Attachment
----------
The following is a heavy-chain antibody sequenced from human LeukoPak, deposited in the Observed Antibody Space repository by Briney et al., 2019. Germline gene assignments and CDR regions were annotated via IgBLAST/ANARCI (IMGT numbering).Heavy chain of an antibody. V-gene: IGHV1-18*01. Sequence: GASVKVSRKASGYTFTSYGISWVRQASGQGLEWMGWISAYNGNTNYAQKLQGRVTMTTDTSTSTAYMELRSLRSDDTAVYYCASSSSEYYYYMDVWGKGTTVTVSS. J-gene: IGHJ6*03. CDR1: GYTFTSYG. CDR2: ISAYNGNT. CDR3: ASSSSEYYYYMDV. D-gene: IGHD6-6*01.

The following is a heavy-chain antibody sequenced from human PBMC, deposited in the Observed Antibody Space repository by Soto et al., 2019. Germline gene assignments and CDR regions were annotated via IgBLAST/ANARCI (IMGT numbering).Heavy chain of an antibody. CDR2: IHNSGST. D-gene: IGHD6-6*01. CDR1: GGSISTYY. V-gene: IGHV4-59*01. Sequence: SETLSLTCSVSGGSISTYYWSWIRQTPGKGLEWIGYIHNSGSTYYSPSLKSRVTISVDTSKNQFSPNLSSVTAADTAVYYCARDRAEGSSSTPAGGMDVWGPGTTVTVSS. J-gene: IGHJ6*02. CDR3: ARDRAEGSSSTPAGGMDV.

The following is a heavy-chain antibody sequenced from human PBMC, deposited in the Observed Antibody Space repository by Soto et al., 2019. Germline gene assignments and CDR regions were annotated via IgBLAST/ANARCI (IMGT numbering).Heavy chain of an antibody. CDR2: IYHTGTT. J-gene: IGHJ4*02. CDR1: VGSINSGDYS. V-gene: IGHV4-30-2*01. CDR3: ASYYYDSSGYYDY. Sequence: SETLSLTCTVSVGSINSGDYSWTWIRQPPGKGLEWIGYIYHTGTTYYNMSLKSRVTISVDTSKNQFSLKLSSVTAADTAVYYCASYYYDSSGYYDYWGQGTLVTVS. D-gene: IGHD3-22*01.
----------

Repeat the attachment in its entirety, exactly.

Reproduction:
The following is a heavy-chain antibody sequenced from human LeukoPak, deposited in the Observed Antibody Space repository by Briney et al., 2019. Germline gene assignments and CDR regions were annotated via IgBLAST/ANARCI (IMGT numbering).Heavy chain of an antibody. V-gene: IGHV1-18*01. Sequence: GASVKVSRKASGYTFTSYGISWVRQASGQGLEWMGWISAYNGNTNYAQKLQGRVTMTTDTSTSTAYMELRSLRSDDTAVYYCASSSSEYYYYMDVWGKGTTVTVSS. J-gene: IGHJ6*03. CDR1: GYTFTSYG. CDR2: ISAYNGNT. CDR3: ASSSSEYYYYMDV. D-gene: IGHD6-6*01.

The following is a heavy-chain antibody sequenced from human PBMC, deposited in the Observed Antibody Space repository by Soto et al., 2019. Germline gene assignments and CDR regions were annotated via IgBLAST/ANARCI (IMGT numbering).Heavy chain of an antibody. CDR2: IHNSGST. D-gene: IGHD6-6*01. CDR1: GGSISTYY. V-gene: IGHV4-59*01. Sequence: SETLSLTCSVSGGSISTYYWSWIRQTPGKGLEWIGYIHNSGSTYYSPSLKSRVTISVDTSKNQFSPNLSSVTAADTAVYYCARDRAEGSSSTPAGGMDVWGPGTTVTVSS. J-gene: IGHJ6*02. CDR3: ARDRAEGSSSTPAGGMDV.

The following is a heavy-chain antibody sequenced from human PBMC, deposited in the Observed Antibody Space repository by Soto et al., 2019. Germline gene assignments and CDR regions were annotated via IgBLAST/ANARCI (IMGT numbering).Heavy chain of an antibody. CDR2: IYHTGTT. J-gene: IGHJ4*02. CDR1: VGSINSGDYS. V-gene: IGHV4-30-2*01. CDR3: ASYYYDSSGYYDY. Sequence: SETLSLTCTVSVGSINSGDYSWTWIRQPPGKGLEWIGYIYHTGTTYYNMSLKSRVTISVDTSKNQFSLKLSSVTAADTAVYYCASYYYDSSGYYDYWGQGTLVTVS. D-gene: IGHD3-22*01.